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“North Country Continental” LNER

A Famous Train of the LNER


One of the new 4-6-0 Locomotives, 1500 class, LNER

One of the new 4-6-0 Locomotives, “1500” class, Great Eastern Section, LNER.

IN more respects than one the train whose running we are going to follow in this article is among the most interesting in the country. First of all, its working now calls for one of the longest continuous locomotive journeys performed throughout the course of the year anywhere in the British Isles. The engine attached at Ipswich, on the northbound journey, at 8.2 in the morning, runs right through to Manchester (Central) 220 miles away and reached at 2.7 p.m, and then returns the next day to Ipswich again, the one crew being responsible throughout. On this trip the enginemen encounter a combination of grading and scenery which, for one unbroken journey, is probably unique. First from the engine-sheds by the side of the tidal estuary of the Orwell at Ipswich, then over the sharp ups-and-downs of pastoral districts through Bury to Ely, from there across the dead flatness of the Fen Country to Lincoln, then through coal-mining and manufacturing areas to Sheffield, and lastly up the toilsome gradients that lead to the summit of the bleak uplands of the Pennines, at Wood-head, ere the swift descent is made into the city of Manchester.

Other parts of the same train travel in various directions. A substantial section is worked northward from Lincoln to Doncaster and York, and achieves the distinction of making a return journey over a distance exceeding 400 miles daily - from Harwich to York and back, 435 miles - without touching one single town with as many as 100,000 inhabitants. This is in itself a record in Great Britain for a set of corridor coaches attached for the greater part of their journey to an up-to-date restaurant car express. It is of interest to note, by the way, that before the war the York and Harwich section of this express provided the “backbone” of its formation, Liverpool and Manchester being served by a couple of through coaches only. What is more, this was probably the first train in Great Britain that allowed to the humble third-class passenger access to a restaurant car.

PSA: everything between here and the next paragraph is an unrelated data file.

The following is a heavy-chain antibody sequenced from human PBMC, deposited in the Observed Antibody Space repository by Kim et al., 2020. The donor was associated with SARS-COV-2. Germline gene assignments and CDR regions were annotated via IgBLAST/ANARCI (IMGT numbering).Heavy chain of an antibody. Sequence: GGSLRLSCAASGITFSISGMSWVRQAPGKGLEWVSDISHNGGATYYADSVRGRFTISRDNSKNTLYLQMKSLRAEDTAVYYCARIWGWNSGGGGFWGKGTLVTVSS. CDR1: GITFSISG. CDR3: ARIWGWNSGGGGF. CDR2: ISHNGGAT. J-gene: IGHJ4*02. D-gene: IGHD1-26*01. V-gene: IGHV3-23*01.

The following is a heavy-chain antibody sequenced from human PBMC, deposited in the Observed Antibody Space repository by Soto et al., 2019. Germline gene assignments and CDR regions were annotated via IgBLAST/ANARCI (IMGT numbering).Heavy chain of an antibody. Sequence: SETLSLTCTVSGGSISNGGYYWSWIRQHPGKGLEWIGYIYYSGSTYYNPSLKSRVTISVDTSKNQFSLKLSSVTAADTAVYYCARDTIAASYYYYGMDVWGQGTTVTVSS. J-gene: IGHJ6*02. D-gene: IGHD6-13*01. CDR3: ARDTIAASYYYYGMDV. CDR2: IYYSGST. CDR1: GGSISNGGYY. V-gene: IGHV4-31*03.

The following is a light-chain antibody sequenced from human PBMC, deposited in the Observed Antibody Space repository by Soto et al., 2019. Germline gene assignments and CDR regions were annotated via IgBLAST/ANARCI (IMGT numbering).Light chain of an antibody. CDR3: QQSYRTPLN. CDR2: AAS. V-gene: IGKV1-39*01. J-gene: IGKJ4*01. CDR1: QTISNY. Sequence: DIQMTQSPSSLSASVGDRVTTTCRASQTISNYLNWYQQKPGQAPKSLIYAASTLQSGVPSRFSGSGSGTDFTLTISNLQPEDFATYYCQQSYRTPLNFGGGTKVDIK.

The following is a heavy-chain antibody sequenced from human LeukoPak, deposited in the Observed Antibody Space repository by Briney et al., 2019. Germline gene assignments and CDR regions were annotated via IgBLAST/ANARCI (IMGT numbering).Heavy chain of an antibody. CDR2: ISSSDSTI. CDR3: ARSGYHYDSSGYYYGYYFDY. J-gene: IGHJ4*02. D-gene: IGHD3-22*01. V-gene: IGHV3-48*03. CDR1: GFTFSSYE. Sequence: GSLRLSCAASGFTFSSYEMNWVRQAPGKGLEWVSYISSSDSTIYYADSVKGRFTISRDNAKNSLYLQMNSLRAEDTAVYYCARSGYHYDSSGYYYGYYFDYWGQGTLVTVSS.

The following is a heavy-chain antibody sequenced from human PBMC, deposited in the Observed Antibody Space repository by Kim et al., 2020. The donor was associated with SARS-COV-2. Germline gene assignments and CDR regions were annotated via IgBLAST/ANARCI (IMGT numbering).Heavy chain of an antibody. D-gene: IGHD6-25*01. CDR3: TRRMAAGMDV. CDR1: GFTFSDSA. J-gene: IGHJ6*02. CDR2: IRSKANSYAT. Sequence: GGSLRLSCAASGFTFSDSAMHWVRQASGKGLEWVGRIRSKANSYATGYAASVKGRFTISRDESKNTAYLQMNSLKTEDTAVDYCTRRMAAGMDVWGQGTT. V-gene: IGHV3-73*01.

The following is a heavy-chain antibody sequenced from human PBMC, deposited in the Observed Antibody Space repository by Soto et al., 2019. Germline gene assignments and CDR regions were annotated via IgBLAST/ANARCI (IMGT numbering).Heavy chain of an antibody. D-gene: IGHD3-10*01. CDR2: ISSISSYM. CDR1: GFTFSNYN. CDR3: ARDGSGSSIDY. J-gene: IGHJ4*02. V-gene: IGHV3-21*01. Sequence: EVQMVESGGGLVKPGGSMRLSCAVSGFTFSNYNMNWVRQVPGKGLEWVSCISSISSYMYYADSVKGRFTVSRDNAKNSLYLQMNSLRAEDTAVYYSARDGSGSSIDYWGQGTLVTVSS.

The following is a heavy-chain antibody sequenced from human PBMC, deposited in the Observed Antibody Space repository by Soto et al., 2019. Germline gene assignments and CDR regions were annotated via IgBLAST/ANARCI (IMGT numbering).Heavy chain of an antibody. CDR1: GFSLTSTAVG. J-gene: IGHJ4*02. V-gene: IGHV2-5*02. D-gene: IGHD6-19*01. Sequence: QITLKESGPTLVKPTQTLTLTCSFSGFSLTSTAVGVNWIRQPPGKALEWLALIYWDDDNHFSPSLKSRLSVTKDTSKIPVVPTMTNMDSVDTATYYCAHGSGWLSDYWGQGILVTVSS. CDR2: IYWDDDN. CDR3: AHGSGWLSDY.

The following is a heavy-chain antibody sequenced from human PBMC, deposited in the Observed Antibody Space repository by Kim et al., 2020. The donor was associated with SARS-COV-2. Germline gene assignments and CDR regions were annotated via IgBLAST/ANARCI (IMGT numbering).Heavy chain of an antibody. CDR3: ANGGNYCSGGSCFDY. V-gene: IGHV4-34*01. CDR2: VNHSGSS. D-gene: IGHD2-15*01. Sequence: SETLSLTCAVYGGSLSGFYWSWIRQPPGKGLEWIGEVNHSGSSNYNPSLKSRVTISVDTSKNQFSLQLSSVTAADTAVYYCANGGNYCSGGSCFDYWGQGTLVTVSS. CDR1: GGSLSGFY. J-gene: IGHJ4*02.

After the war the main train was diverted to Liverpool, and after various rearrangements of service, too complicated to enter into here, York was once again provided with a through section over the direct route through Gainsborough and Doncaster. To this portion there is now added a through coach right up into Scotland, continuing along the East Coast route to Edinburgh and Glasgow, making a through journey of 471 miles from Harwich. The only section of the train now remaining to be mentioned is that which is detached at March on the forward journey, running from there eastward to Peterborough, and on over LMS metals to Rugby and Birmingham, 171 miles from Harwich. Between them, the various portions of this one train cover no less than 676 route miles of Great Britain daily.

As we have done on our previous journeys by boat trains we will travel towards the sea, rather than away from it, and this will mean following the various sections of the “North Country Continental” from the beginning of their journeys to Harwich. The first of these through vehicles involves us in an early start. By half-past eight in the morning we must present ourselves at the Queen Street Station of the LNER in Glasgow, as our coach is attached to the 8.37 a.m. express for Edinburgh, If we happen to be late in arriving we may derive some consolation from finding our quarry to be the last coach on the back of the train, and the nearest therefore, to the platform barrier.

We are in mixed company. Next to us are a couple of corridor coaches with passengers for another port - Southampton. These are usually Great Western vehicles, and connect with the steamers from Southampton to Havre and the Channel Islands. Next beyond these are a couple of East Coast coaches for King’s Cross, destined to be attached at Edinburgh to the “Flying Scotsman”. The remaining four or five cars are non-corridors, for local passengers between Glasgow and Edinburgh. At the front of the train is either one of the Great Central 4-4-0 “Directors”, which have taken so important a part in the working of the LNER express services in Scotland, or, quite likely, one of the new three-cylinder 4-4-0’s of the “Shire” class.